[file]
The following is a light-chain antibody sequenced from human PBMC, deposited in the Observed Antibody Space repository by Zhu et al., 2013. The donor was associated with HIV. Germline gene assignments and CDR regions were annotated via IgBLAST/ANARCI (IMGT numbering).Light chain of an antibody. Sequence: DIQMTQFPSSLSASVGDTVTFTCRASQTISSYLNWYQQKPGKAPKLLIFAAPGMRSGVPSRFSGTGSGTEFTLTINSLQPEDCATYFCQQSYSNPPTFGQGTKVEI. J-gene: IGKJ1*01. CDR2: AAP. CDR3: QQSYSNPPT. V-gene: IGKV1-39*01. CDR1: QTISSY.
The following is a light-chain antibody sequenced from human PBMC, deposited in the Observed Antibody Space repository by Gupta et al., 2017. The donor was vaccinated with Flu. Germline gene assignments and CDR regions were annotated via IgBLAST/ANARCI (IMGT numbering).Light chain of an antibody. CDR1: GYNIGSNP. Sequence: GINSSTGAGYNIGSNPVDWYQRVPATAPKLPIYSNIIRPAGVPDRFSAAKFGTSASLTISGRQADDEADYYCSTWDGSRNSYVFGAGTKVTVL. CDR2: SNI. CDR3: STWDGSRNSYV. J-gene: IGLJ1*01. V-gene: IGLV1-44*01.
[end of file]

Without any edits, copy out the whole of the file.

The following is a light-chain antibody sequenced from human PBMC, deposited in the Observed Antibody Space repository by Zhu et al., 2013. The donor was associated with HIV. Germline gene assignments and CDR regions were annotated via IgBLAST/ANARCI (IMGT numbering).Light chain of an antibody. Sequence: DIQMTQFPSSLSASVGDTVTFTCRASQTISSYLNWYQQKPGKAPKLLIFAAPGMRSGVPSRFSGTGSGTEFTLTINSLQPEDCATYFCQQSYSNPPTFGQGTKVEI. J-gene: IGKJ1*01. CDR2: AAP. CDR3: QQSYSNPPT. V-gene: IGKV1-39*01. CDR1: QTISSY.
The following is a light-chain antibody sequenced from human PBMC, deposited in the Observed Antibody Space repository by Gupta et al., 2017. The donor was vaccinated with Flu. Germline gene assignments and CDR regions were annotated via IgBLAST/ANARCI (IMGT numbering).Light chain of an antibody. CDR1: GYNIGSNP. Sequence: GINSSTGAGYNIGSNPVDWYQRVPATAPKLPIYSNIIRPAGVPDRFSAAKFGTSASLTISGRQADDEADYYCSTWDGSRNSYVFGAGTKVTVL. CDR2: SNI. CDR3: STWDGSRNSYV. J-gene: IGLJ1*01. V-gene: IGLV1-44*01.